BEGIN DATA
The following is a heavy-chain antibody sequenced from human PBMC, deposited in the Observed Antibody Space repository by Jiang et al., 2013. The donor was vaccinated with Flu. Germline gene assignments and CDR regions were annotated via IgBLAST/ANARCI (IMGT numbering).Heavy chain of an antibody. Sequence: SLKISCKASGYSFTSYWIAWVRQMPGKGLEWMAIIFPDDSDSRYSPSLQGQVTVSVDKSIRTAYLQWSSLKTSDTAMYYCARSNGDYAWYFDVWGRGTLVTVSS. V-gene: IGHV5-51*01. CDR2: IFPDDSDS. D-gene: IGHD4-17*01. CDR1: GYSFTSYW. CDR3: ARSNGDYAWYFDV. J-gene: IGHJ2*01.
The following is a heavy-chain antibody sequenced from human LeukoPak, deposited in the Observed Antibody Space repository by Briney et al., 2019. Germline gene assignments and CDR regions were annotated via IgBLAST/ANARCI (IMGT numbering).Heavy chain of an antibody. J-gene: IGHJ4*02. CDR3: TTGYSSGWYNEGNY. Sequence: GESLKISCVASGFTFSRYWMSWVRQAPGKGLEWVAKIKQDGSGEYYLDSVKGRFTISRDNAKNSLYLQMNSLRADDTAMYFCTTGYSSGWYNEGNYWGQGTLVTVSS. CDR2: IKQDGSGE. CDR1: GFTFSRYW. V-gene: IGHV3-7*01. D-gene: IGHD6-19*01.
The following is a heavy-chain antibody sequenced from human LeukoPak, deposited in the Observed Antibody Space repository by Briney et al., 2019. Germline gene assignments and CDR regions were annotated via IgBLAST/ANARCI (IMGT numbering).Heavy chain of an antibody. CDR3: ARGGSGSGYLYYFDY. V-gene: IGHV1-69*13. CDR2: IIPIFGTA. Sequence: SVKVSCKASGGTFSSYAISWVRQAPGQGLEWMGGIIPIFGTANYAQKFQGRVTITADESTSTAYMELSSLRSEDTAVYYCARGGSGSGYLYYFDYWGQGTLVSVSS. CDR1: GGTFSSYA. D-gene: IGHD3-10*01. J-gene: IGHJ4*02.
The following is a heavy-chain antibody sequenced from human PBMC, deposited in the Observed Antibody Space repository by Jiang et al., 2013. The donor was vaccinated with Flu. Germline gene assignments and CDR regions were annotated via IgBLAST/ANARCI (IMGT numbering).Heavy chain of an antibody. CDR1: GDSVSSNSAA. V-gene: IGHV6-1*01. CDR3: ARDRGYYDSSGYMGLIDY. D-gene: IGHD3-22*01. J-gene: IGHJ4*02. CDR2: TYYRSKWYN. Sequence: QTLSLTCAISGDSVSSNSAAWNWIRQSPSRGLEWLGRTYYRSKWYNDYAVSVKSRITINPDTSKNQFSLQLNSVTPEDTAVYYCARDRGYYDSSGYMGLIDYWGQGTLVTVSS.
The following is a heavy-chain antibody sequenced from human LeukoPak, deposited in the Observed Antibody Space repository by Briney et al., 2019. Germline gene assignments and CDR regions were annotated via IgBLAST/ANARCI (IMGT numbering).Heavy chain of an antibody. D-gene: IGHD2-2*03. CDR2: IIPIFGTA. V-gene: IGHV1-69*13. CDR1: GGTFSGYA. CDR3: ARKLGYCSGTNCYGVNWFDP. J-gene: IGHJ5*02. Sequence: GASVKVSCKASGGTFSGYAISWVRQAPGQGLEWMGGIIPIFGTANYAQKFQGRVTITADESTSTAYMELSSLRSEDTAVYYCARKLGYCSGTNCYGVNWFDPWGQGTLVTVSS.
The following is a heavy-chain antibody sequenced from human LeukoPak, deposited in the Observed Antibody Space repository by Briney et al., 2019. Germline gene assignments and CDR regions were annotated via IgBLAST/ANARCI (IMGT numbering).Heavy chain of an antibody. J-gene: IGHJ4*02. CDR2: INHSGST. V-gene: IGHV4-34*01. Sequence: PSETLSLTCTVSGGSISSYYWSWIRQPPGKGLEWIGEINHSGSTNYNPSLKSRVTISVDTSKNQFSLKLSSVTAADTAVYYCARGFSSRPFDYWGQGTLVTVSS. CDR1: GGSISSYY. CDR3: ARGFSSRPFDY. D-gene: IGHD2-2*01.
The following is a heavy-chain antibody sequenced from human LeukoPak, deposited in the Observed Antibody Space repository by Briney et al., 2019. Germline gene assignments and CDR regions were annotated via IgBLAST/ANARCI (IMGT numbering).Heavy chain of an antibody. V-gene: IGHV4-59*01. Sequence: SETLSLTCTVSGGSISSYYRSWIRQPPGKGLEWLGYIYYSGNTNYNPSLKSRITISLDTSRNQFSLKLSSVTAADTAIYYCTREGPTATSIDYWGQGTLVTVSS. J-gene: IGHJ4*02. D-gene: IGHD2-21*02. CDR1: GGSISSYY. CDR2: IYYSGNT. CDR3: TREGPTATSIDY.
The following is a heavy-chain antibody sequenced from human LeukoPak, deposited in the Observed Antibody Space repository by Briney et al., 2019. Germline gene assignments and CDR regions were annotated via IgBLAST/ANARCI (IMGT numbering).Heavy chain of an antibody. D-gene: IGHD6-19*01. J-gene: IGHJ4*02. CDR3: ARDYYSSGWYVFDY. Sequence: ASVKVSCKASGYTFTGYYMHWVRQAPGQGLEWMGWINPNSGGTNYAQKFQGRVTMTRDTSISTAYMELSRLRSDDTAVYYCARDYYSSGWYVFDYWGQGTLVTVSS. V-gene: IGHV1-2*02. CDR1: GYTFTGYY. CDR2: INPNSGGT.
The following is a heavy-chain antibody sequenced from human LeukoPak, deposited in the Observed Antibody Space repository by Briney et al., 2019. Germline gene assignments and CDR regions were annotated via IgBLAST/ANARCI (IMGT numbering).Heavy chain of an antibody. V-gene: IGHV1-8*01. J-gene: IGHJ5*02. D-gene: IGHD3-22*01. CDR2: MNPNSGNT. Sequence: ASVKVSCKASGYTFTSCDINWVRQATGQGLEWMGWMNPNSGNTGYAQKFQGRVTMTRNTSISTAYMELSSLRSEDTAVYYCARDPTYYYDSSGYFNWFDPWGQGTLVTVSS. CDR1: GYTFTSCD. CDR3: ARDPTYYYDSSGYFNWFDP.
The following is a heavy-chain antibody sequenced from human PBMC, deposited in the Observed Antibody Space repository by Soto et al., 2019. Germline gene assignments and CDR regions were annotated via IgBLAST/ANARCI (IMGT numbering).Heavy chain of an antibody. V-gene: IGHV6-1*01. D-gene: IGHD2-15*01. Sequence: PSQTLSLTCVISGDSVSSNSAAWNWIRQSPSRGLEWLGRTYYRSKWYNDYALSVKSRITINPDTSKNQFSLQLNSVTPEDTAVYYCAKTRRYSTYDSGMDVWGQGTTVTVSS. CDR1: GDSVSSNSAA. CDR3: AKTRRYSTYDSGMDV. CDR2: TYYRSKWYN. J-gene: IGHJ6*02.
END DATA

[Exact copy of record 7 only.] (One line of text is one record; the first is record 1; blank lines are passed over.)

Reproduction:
The following is a heavy-chain antibody sequenced from human LeukoPak, deposited in the Observed Antibody Space repository by Briney et al., 2019. Germline gene assignments and CDR regions were annotated via IgBLAST/ANARCI (IMGT numbering).Heavy chain of an antibody. V-gene: IGHV4-59*01. Sequence: SETLSLTCTVSGGSISSYYRSWIRQPPGKGLEWLGYIYYSGNTNYNPSLKSRITISLDTSRNQFSLKLSSVTAADTAIYYCTREGPTATSIDYWGQGTLVTVSS. J-gene: IGHJ4*02. D-gene: IGHD2-21*02. CDR1: GGSISSYY. CDR2: IYYSGNT. CDR3: TREGPTATSIDY.